Making Life Easier
With all the energy and determination of a woman who clearly never had a baby, I resolved to do cloth diapers in our apartment without laundry facilities. I kid you not, I registered and received a washboard from Amazon at one of my baby showers.
Thankfully we moved into an apartment with a laundry room before the baby came and I was spared from the daily task of bending over a tub scrubbing poopy diapers.
Instead of trying to ease the load of those first weeks, I now realize the unneeded pressure I put on myself to “do it all”. I think it’s hard for us as women give ourselves permission to take the easy route once in a while.
It’s more important to be rested and enjoy those first special weeks than to save some disposable diapers from going into the landfill. With that in mind, here are some things I’m doing with baby #2 to help ease the load:
- Disposable is easier. For the first couple weeks we will be using disposable plates/cups/utensils and disposable diapers will be on hand for those days when washing diapers seems like an insurmountable task.
- Watching some TV is easier. When the new baby comes, the TV will be turned on at times, and instead of feeling guilty, I’m going to make special memories with my daughter as we snuggle up with the new baby and some snacks for a little tube time together.
- The freezer is easier. Receiving meals from friends and family is a wonderful blessing, but those seemed to end all too soon and my husband and I were left ordering out more than we’d like out of sheer exhaustion. Before the baby comes, I’m planning on making extras of dinners each night and freezing them for easy postpartum meals.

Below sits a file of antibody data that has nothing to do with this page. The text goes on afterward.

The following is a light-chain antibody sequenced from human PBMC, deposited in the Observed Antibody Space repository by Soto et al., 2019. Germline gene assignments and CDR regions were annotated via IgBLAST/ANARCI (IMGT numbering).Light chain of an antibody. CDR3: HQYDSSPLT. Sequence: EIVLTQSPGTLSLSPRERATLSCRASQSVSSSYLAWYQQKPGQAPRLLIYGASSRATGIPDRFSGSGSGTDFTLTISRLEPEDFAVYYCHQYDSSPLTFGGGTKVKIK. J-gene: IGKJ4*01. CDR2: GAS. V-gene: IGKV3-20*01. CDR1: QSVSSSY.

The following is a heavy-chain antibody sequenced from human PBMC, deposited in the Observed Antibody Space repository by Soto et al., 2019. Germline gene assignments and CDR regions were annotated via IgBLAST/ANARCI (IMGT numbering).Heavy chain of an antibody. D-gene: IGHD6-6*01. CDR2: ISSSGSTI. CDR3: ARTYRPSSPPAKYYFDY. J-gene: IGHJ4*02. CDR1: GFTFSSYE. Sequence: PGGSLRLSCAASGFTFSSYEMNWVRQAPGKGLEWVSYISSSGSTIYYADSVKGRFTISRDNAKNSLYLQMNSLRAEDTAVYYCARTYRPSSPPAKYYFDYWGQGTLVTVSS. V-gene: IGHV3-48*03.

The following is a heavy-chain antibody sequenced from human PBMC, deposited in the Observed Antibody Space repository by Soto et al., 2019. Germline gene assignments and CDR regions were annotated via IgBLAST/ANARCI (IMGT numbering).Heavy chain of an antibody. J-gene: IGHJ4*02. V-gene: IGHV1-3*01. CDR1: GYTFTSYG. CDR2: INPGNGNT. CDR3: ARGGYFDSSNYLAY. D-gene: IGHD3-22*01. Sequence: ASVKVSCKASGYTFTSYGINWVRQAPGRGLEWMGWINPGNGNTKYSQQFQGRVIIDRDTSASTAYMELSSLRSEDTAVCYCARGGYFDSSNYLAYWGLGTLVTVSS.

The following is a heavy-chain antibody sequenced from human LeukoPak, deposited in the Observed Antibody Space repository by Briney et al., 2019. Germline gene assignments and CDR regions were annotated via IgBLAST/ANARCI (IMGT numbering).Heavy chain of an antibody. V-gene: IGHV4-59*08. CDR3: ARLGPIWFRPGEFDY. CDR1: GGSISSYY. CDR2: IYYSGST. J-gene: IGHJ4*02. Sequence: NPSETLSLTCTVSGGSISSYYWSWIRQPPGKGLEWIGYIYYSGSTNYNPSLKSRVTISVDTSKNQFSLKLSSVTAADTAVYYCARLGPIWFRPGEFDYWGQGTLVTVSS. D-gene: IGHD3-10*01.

- Others helping is easier. After the birth of my daughter, I was willing to accept help, but not so willing to ask for it. While it can be difficult to ask for help, I realized that my friends and family love to help and feel needed and appreciated when I allow them to do so.
This time, I’ll be asking for help on things like babysitting, running errands, basic housework and meals. [Michele’s Note: If you don’t have willing helpers around, you may need to pay someone, like I did. You may be able to get doula recommendations from a local midwife or school.]
The early months of motherhood are exhausting, but by giving myself time and trying to make life a little easier, I hope to find more balance and peace during this upcoming exciting time.
What have you found helpful during the early months of motherhood?
Emily and her husband make their home in Portland, OR and enjoy the community and camaraderie of life in the city. After the arrival of their baby girl in the spring of 2010, Emily quit her job and dove into homemaking headfirst and wholeheartedly. Emily is passionate about helping others become self-sufficient through simple and sustainable living. Find Emily’s latest adventures at Sustainable Food for Thought.